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"Get On" and support new campaign

Gavin Strachan | 15:28 UK time, Thursday, 12 February 2009

Hi, hope you are all well.

I was reading the other day about a new campaign for football fans called "Get On".

For those of you who have not heard about it, the basic concept is for fans to try and create the best football chants for individual players or teams.

There is also an educational focus on the campaign for adults to try and brush up on their language skills (which strikes me as being a good reasons for yours truly to get involved!).

kop438x318getty.jpgTo me, the ability to come up with a funny or witty chant or song is quite a talent, and I welcome the "Get On" initiative to provide a platform for this talent.

It is refreshing to hear a positive spin being put on the singing of songs and chants at football games, especially after the disgraceful chanting aimed at Sol Campbell and the negative press coverage that followed it.

The ones about me have been very few and far between (and because of the language used, I think it would be best not to mention the majority of them!).

I prefer to think that this is because my name is not an easy one to include in a song, especially one which would rhyme, and not because I have never given fans any reason to show their appreciation of me in this way!

Of course, in this respect, some players have a bigger name problem than others. Take goalkeeper Dimitrious Konstantopolous, my former Hartlepool team-mate, who is currently on loan to Cardiff from Coventry.

Having said that, Celtic fans have somehow found a way to incorporate Jan Venegoor of Hesselink into a song. It just goes to show, where there's a will, there's a way!

I would be interested to find out what you consider to have been the best songs or chants about a player at your club. If you prefer you can make up new ones to tie in with the "Get On" campaign.

Most players will tell you that they are oblivious to the noise, songs, chants, comments etc, that accompany a game of football and for the most part that is true. When the game is being contested and the ball is in play your attention is solely on the job at hand.

The warm-up and long breaks in play are when you tend to notice the noise from the terraces.

At Notts County (as with most clubs) the "diehard" fans go through their repertoire of songs about each player during the warm-up.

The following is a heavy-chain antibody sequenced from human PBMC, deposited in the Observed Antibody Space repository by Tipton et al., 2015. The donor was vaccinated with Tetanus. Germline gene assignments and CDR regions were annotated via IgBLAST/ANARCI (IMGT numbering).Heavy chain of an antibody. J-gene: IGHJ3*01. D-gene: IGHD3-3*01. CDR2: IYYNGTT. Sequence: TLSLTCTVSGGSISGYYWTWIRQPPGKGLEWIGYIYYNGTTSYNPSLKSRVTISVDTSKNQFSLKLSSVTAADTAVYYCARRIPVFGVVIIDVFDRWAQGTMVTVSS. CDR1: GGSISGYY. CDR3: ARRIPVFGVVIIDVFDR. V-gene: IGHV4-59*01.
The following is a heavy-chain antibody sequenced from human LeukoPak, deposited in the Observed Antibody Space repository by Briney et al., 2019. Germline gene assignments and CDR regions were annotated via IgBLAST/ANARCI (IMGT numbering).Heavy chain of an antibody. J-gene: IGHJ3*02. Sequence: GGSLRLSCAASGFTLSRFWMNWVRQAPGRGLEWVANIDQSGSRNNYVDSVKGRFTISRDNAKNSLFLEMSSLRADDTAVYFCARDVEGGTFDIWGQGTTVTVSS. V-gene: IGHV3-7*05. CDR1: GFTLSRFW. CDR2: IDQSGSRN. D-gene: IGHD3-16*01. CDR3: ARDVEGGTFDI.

That is the time when we all tend to have a little chuckle at each other's songs . The song that has always made me laugh when directed at a player is: "He used to be ***** but now he's alright."

From my experience, it would be reasonable to say that most of the comments you receive from the terraces, especially at away grounds, are of the more unpleasant nature.

As a rule you have to learn to ignore them or even laugh them off even though human nature dictates that no-one likes to be the target of abuse. If you cannot deal with that , then unfortunately you are in the wrong business and certainly will not last in it very long.

Personally, I take the view that I would much rather be out on that pitch receiving a little bit of stick than being sat up in the stands injured or not in the manager's plans.

One rather strange comment from a spectator that I remember occurred on my home debut for Peterborough United, when we were losing 2-0 to a decent Walsall team.

During a break in play, I heard someone in the crowd shout: "Strachan, you run like a girl!" Since then, I have resisted the temptation to try and manufacture a more masculine running style ...... not that I need one!

That shout at Peterborough caught me off guard but, far from upsetting me, it just made me smile.

It was the same earlier this season, when I made my comeback from injury - as one of the substitutes - at Dagenham and Redbridge.

At half-time, we went through our warm-up routine of jogging across the pitch, and just as we got to one end, one of the Dagenham fans shouted: "Strachan, your blog is ****."

His mates started laughing, the other substitutes started laughing and I had to laugh as well. I consoled myself with the fact that at least he had read it!.

You do tend to notice individual comments or songs a lot more in the lower leagues than you do in Premier league games.

Having experienced both I would say that in the Premier League, there is a constant level of noise, a sort of buzz which makes distinguishing actual words coming from the terraces and in some instances your own team-mates that much harder.

While I will always agree with the principle of fans who pay to watch their teams being more than entitled to voice their opinions, there is no doubt from my experience of players that actively supporting and praising your team is always liable to produce the best reaction in terms of performances and results.

I cannot agree more with one of my own heroes, Ryan Giggs. Ryan is one of the players who has given his backing to the "Get On" campaign.

As he says: "It is really great when the fans sing your name, it really encourages not just you but the whole team. The fact the fans are behind you is really important and shows the opposition what you are made of."


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